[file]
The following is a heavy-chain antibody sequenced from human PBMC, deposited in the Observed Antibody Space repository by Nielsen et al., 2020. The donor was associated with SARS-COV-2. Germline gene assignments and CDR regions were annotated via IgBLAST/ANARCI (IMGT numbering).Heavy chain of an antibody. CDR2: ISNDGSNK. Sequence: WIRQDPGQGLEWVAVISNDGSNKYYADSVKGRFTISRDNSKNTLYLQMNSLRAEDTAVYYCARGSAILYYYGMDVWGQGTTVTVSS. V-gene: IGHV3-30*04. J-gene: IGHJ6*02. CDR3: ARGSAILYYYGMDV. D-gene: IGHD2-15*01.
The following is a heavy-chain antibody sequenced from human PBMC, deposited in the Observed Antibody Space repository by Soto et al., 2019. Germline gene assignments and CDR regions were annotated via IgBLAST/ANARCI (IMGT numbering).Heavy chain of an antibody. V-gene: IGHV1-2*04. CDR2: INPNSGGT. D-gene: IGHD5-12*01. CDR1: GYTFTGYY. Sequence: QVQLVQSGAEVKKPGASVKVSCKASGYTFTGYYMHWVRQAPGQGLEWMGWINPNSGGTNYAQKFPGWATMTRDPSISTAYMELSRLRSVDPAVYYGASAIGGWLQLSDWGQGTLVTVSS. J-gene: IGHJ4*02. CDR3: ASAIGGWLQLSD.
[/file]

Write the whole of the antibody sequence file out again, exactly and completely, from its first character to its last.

The following is a heavy-chain antibody sequenced from human PBMC, deposited in the Observed Antibody Space repository by Nielsen et al., 2020. The donor was associated with SARS-COV-2. Germline gene assignments and CDR regions were annotated via IgBLAST/ANARCI (IMGT numbering).Heavy chain of an antibody. CDR2: ISNDGSNK. Sequence: WIRQDPGQGLEWVAVISNDGSNKYYADSVKGRFTISRDNSKNTLYLQMNSLRAEDTAVYYCARGSAILYYYGMDVWGQGTTVTVSS. V-gene: IGHV3-30*04. J-gene: IGHJ6*02. CDR3: ARGSAILYYYGMDV. D-gene: IGHD2-15*01.
The following is a heavy-chain antibody sequenced from human PBMC, deposited in the Observed Antibody Space repository by Soto et al., 2019. Germline gene assignments and CDR regions were annotated via IgBLAST/ANARCI (IMGT numbering).Heavy chain of an antibody. V-gene: IGHV1-2*04. CDR2: INPNSGGT. D-gene: IGHD5-12*01. CDR1: GYTFTGYY. Sequence: QVQLVQSGAEVKKPGASVKVSCKASGYTFTGYYMHWVRQAPGQGLEWMGWINPNSGGTNYAQKFPGWATMTRDPSISTAYMELSRLRSVDPAVYYGASAIGGWLQLSDWGQGTLVTVSS. J-gene: IGHJ4*02. CDR3: ASAIGGWLQLSD.